Salesforce.com CEO Marc Benioff continued his critique on software companies for their lack of development and sense of entitlement. And not surprisingly, the full-on pitch continued for cloud computing with a parade of executives showing the applications they developed on Force.com.In his keynote this morning,
About 19,000 people attended Dreamforce, the annual Salesforce.com event. Partners lined up to get on stage. David Girouard of Google showed a map with all their customers around the globe. He recounted a story with Eric Schmidt, who was astounded by the frustrations that CIO's expressed about the architecture they inherited. An Accenture executive said that cloud computing is here to stay. He showed the company's applications on Force.com. The Black Crowes performed last night. The pitch is fever high.
What does this all say about the market? Is this an event that marks the point where cloud computing goes mainstream?
Have we reached the apex of cloud computing hype?
I asked the question on Twitter:
Gartner sees the hype this way:
Regardless, this has been a monumental week for cloud computing. The long established software companies have now lined up with their offering. Microsoft launched Azure. Salesforce.com unveiled Salesforce Chatter, Sales Cloud 2 and Service Cloud 2. IBM announced a cloud analytics platform that leverages Cognos, its business intelligence suite.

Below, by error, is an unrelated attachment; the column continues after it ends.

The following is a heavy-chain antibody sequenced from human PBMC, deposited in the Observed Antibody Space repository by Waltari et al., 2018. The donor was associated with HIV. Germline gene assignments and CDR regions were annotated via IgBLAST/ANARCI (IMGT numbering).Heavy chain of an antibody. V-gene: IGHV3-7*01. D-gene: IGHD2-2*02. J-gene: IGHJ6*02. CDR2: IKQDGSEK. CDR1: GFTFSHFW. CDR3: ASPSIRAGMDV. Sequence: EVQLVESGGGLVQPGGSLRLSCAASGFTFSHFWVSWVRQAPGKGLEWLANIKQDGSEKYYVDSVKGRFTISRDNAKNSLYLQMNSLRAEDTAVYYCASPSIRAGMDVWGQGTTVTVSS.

The more established companies carry the benefit of long established customer channels. IBM and Microsoft fit into this camp. Additionally, Microsoft appears to get it. The Azure platform integrates some open-source components. These companies face their own challenges as much internally as from the customer world. But their presence also means that cloud computing is close to being accepted in the enterprise mainstream.
Salesforce.com is a more interesting animal. Benioff is a very aggressive CEO. Business Week is calling him "The King of the Cloud." He is never shy to lampoon the established software companies in the market. He calls out his competitors like Sugar CRM, which is fighting right back with its own campaign: Behind The Smokescreen, a play on Benioff's new book: "Behind The Cloud."
Benioff has to show off his partners. He never misses an opportunity to tell you how many customers he has. In a way, he has to play this role. He has the big players running. He has to keep them running, on the defensive, so he can move in with Chatter across the enterprise. That's the trick right now for Benioff. Moving as fast as he possibly can to gain that permanent traction.
The hype is peaking. It's a different game for the entire market. It's a race now to win the mainstream.